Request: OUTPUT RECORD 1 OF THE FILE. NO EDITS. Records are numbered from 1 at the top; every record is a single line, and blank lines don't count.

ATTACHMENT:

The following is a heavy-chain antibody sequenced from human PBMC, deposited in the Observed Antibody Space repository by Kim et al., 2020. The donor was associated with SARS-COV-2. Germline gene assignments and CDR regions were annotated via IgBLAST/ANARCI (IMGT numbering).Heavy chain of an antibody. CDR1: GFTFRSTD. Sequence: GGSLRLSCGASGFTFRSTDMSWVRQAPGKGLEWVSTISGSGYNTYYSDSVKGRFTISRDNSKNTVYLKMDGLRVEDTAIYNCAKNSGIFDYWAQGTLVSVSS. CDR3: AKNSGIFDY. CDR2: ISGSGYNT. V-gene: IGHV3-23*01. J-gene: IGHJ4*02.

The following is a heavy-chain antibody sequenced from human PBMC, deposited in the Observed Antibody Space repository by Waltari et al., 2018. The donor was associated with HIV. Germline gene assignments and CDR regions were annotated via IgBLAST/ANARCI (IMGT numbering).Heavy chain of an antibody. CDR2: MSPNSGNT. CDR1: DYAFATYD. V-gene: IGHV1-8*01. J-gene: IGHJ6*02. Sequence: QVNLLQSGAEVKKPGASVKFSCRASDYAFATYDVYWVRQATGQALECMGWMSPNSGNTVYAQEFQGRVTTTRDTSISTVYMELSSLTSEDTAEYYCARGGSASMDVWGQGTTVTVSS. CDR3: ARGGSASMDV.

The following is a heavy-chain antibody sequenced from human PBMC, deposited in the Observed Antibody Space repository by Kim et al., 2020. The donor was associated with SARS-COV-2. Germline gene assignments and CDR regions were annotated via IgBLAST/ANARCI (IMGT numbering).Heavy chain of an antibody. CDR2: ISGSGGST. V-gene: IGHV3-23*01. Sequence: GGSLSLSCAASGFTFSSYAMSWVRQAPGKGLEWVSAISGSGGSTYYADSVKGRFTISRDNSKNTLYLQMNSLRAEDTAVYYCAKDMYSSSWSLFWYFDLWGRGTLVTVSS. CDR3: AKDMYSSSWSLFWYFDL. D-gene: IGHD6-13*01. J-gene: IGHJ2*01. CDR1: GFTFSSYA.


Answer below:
The following is a heavy-chain antibody sequenced from human PBMC, deposited in the Observed Antibody Space repository by Kim et al., 2020. The donor was associated with SARS-COV-2. Germline gene assignments and CDR regions were annotated via IgBLAST/ANARCI (IMGT numbering).Heavy chain of an antibody. CDR1: GFTFRSTD. Sequence: GGSLRLSCGASGFTFRSTDMSWVRQAPGKGLEWVSTISGSGYNTYYSDSVKGRFTISRDNSKNTVYLKMDGLRVEDTAIYNCAKNSGIFDYWAQGTLVSVSS. CDR3: AKNSGIFDY. CDR2: ISGSGYNT. V-gene: IGHV3-23*01. J-gene: IGHJ4*02.